Você está na página 1de 1

Forensic psychology is the intersection between psychology and the justice system.

It involves understanding fundamental legal principles, particularly with regard to


expert witness testimony and the specific content area of concern (e.g.,
competence to stand trial, child custody and visitation, or workplace discrimination),
as well as relevant jurisdictional considerations (e.g., in the United States, the
definition of insanity in criminal trials differs from state to state) in order to be able
to interact appropriately with judges, attorneys and other legal professionals. An
important aspect of forensic psychology is the ability to testify in court as an expert
witness, reformulating psychological findings into the legal language of the
courtroom, providing information to legal personnel in a way that can be
understood.
The forensic psychologist views the client or defendant from a different point of
view than does a traditional clinical psychologist. Seeing the situation from the
client's point of view or "empathizing" is not the forensic psychologist's task.
Traditional psychological tests and interview procedure are not sufficient when
applied to the forensic situation. In forensic evaluations, it is important to assess the
consistency of factual information across multiple sources. Forensic evaluators must
be able to provide the source on which any information is based. Treating
psychologists do not routinely assess response bias or performance validity,
whereas forensic psychologist usually do.
Forensic psychologists perform a wide range of tasks within the criminal justice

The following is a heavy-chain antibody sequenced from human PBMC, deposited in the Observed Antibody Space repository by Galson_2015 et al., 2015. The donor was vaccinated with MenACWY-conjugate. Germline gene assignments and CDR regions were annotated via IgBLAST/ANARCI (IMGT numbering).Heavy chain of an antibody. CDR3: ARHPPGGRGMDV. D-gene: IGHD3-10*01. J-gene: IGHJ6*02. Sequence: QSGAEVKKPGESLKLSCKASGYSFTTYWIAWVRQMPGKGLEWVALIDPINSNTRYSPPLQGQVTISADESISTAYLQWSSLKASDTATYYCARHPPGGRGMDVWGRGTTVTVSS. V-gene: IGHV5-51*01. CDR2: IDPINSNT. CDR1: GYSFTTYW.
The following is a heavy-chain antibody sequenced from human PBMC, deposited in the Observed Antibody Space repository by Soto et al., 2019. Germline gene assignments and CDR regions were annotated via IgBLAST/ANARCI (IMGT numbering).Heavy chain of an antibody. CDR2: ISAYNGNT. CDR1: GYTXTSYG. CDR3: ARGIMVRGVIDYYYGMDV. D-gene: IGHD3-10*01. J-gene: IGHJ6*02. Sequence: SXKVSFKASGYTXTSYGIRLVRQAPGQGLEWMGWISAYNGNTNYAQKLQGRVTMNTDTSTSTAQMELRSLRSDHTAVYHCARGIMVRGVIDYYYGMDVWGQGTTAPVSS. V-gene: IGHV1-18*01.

system.
Settled insanity is defined as a permanent or "settled" condition caused by long-term substance
abuse and differs from the temporary state of intoxication.
Intoxication- If the symptoms are severe, the term "substance intoxication delirium" may be used.
[4]
Generic slang terms include: getting high or being stoned or blazed (all usually in reference to
cannabis), with many more specific slang terms for each particular type of intoxicant. Alcohol
intoxication is even graded in intensity, from buzzed, to tipsy, all the way up
to hammered, smashed, wasted and a number of other similar terms. Slight intoxication of a
familiar substance is usually referred to as being buzzed.
Depression is a state of low mood and aversion to activity that can affect a person's thoughts,
behavior, feelings and sense of well-being.[1][2] People with depressed mood can feel sad, anxious,
empty, hopeless, helpless, worthless, guilty, irritable, ashamed orrestless. They may lose interest in
activities that were once pleasurable, experience overeating or loss of appetite, have problems
concentrating, remembering details or making decisions, and may contemplate, attempt or
commit suicide. Insomnia, excessive sleeping, fatigue, aches, pains, digestive problems or reduced
energy may also be present.